The prologue to "Ojo de Dios" is a series of drawings of fountains designed for the 1964 World's Fair. "Peace Through Understanding," indeed. What follow are "protective" 3-D glasses (put them on) and a fully functional Cold War fallout shelter, complete with air filters, ducts, freeze-dried-food cans, and a glorious psychedelic explosion of luminescent disks made from the lids. The gallery calls this "a scenario of desperate improvisation." It's also pure residual paranoia raised to orange alert. LEVIN

Through Saturday, Spencer Brownstone Gallery, 39 Wooster Street, 212.334.3455



Rife with provocative symptoms, poet Amie Siegel's serious, playful essay on the art and craft of psychoanalysis is blatantly several films in one—psychological melodrama, historical essay, and shrink verité. The friendliest of the interviewed analysts recounts the pleasure of watching women walk in and lie down on his couch. How did watching the movie make me feel? Interested, amused, and um, empathetic. HOBERMAN

Opens today, Film Forum, 209 West Houston Street, 212.727.8110



What's the (onetime) fastest rapper in the world to do? Loved by Puffy and Jay-Z, Twista has yet to establish himself on a national level, although his 1996 Adrenalin Rush steadily sells almost 2,000 units a month, one of hip-hop's top catalog albums. His current radio hit, "Slow Jamz," makes it sound more like Twista's guesting on Kanye West's song than the other way around, but such is the fate of the man whose tongue just won't quit. Expect high-profile guests who won't need subtitles. With T-Cole. CARAMANICA

At 9, S.O.B.'s, 204 Varick Street, 212.243.4940



A street urchin, a prince, and, naturally, a parrot are the key figures in the Italian folktale that's the source of the Talking Band's latest work, a musical with text by Paul Zimet and music by Ellen Maddow. Renoly Santiago, known to theatergoers for his stint uptown in Paul Simon's Capeman, preens his feathers in the title role. FEINGOLD

Previews begin tonight, opens February 4, the Flea, 41 White Street, 212.352.3101


Melissa James Gibson, whose [sic] was well received by the press despite the typographic confusions engendered by her work's title, ventures again into the uncertain world of Gen X'ers with this study of two women who endlessly postpone finishing their dissertations. Daniel Aukin directs; the cast includes Colleen Werthmann, Jeremy Shamos, and [sic]'s Christina Kirk. FEINGOLD

Previews begin tonight, opens Friday, SoHo Rep, 46 Walker Street, 212.868.4444





An hors d'oeuvres tray for the indie rocker, this show offers a sampling of Pitchfork-approved subgenres. Cex has abandoned IDM and hip-hop in favor of NINdustrial, at least for now; Stevens's star is rising due to an acclaimed orchestral-pop concept album about the state of Michigan; Baby is Craig (Shudder to Think) Wedren's electro-r&b project; Landing play hypnotizing drone rock; Witmer is an Elliott Smith-style singer-songwriter. With Ezra Reich. PHILLIPS

At 8:30, Knitting Factory, 74 Leonard Street, 212.219.3006


The elegant pianist has recently found ways to have his somewhat common trio setting yield a somewhat unusual approach to give and take. But he's always had a way with solo situations, too—check the simple grace of "Skylark" on his last disc. He's a canny improviser who disdains flash and reveres touch, unconsciously blending John Lewis and Roland Hanna. This stretch of solo shows is a sharp booking. MACNIE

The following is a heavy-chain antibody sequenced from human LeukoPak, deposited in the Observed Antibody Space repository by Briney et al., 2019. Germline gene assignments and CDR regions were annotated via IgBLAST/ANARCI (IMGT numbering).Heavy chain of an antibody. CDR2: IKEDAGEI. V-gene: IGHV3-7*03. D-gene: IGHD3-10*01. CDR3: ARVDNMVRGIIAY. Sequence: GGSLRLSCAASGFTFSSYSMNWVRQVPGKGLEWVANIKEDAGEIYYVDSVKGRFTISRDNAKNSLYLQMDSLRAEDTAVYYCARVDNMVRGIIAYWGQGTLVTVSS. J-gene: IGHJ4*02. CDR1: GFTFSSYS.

Tonight through Sunday at 9 and 11, Smoke, 2751 Broadway, 212.864.6662


Branford's imprint has a damn good batting average so far. It finds Harry Connick Jr. forsaking croonery for pianistics. It finds Doug Wamble working a blues-swing nexus on his guitar. It finds alto saxophonist Miguel Zenón bursting with Puerto Rican riddims and New York energy. And it finds the head honcho's foursome ramming the mainstream with their truly rad chops. They all participate in this round-robin affair. MACNIE

Through Saturday at 9 and 11, Birdland, 315 West 44th Street, 212.581.3080



Before he and Bill T. Jones formed their dance partnership, Zane was a photographer with, not surprisingly, a feel for images of the body. The early-'70s pictures gathered here, all seductively small, are as much about identity as physicality, and include a number of self-portraits, along with portraits and nude-figure studies of Jones and other friends. Quirky, intimate, and deliberately unmoored in time, these might be pictures from an extended and unexpectedly inviting family album. ALETTI

Through February 7, Paula Cooper Gallery, 521 West 21st Street, 212.255.1105



Incoming artistic director Brian Kulick inaugurates his regime at Classic Stage Company with his own assemblage of texts from the beginning of Western drama—the medieval church plays known as "mysteries"—to the present. It's a good choice—the theater's been struggling through rough financial times, and a prayer or two won't do it any harm. FEINGOLD

Opens today, CSC, 136 East 13th Street, 212.677.4210






People who speak in hushed tones about George Balanchine's impact on ballet tend to overlook the fact that he made his reputation, and his living, choreographing musical comedies for decades before he founded his blue-chip troupe. Celebrating the lighter side of his genius, Broadway director-choreographer Susan Stroman contributes to the centennial celebration a new ballet, Double Feature, with a cast of 70, and music by Irving Berlin and Walter Donaldson, orchestrated by Doug Besterman and arranged by Glen Kelly. ZIMMER

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